A pancreas transplant is a surgical method performed to replace a pancreas that is not working correctly with a healthy pancreas from a deceased donor. Most pancreas transplants are done for patients with type I diabetes. This offers a potential cure for a patient with this condition. However, a pancreas transplant is usually reserved for patients with severe complications of diabetes because the side effects of this transplant can be significant.
Various ailments may affect the functioning of the pancreas and may generate a need for pancreas transplants. Although the pancreas transplant offers a potential cure for patients with type I diabetes, the side effects of anti-rejection medications needed post-transplant must outweigh the benefits of getting the transplant. Usually, for a patient suffering from one or more of the below-mentioned conditions, a pancreas transplant is considered a viable option. Some of the similar conditions are listed below:
There are different ways in which pancreas transplant is performed depending upon the situation and conditions from which patient is suffering. Below are some of the conditions which may require you to go for pancreatic transplant:
Pancreatic transplant alone:
Patients of diabetes and early or no kidney disease may be a candidate of pancreas transplant alone.
Combined kidney-pancreas transplant:
Surgeons may often consider performing kidney-pancreas transplants for patients with diabetes who have or are at high risk of kidney failure. Most pancreas transplants are performed at the same time as a kidney transplant. The main goal of this approach is to give the patient a healthy pancreas and kidney that are not likely to contribute to diabetes-related kidney damage in the future.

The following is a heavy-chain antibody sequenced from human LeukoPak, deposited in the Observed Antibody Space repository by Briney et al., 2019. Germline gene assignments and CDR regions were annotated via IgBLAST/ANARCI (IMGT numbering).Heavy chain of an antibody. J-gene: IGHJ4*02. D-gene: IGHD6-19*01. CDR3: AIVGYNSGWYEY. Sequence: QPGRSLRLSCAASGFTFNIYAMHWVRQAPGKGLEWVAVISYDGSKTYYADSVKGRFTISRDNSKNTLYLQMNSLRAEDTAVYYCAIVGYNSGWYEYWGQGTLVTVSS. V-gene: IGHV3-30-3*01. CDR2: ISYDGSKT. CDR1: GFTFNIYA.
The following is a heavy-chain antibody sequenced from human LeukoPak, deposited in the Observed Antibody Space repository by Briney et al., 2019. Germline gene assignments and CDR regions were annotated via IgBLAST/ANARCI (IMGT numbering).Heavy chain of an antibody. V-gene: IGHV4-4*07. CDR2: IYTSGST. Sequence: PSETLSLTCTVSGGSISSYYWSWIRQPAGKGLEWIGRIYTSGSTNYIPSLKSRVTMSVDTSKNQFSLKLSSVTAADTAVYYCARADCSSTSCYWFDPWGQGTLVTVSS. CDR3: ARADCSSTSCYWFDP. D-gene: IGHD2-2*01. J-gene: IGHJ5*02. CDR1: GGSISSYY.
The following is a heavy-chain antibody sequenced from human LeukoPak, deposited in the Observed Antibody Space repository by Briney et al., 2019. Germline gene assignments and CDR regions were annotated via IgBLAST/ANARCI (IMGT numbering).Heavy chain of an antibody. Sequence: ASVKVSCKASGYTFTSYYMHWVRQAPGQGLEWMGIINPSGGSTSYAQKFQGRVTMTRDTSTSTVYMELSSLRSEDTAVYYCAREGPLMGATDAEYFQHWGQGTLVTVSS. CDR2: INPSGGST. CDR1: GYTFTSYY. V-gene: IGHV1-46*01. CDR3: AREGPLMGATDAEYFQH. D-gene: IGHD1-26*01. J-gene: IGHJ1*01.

For patients waiting since long for both a donor pancreas and kidney to become available, a kidney transplant may be suggested first if a living- or deceased-donor kidney becomes available. After your kidney transplant is done, you'll receive a pancreas transplant once a donor pancreas becomes available.
Pancreatic islet cell transplant:
During this transplant procedure, insulin-producing cells (islet cells) taken from a donor's pancreas and injected into a vein that takes blood to the liver. More than one injection of transplanted islet cells may be needed.
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Sometimes, it can be challenging to find a donor within a short period. Pancreas is usually taken from a person who has been declared as brain-dead but remains on a life-support system. The donor needs to meet the transplant criteria like being healthy and being of a specific age. The donor’s organ also needs to match the recipient immunologically with the recipient’s body. This is crucial to reduce the risk of organ rejection.
Sometimes, the pancreas is taken from a living donor. This usually happens when the transplant recipient can find a donor who is a twin or a close relative. In such cases, donors give a part of their pancreas and not the whole organ.
While you are on a waiting list to find a suitable donor, you have to take few adequate measures to take care of yourself by practicing:
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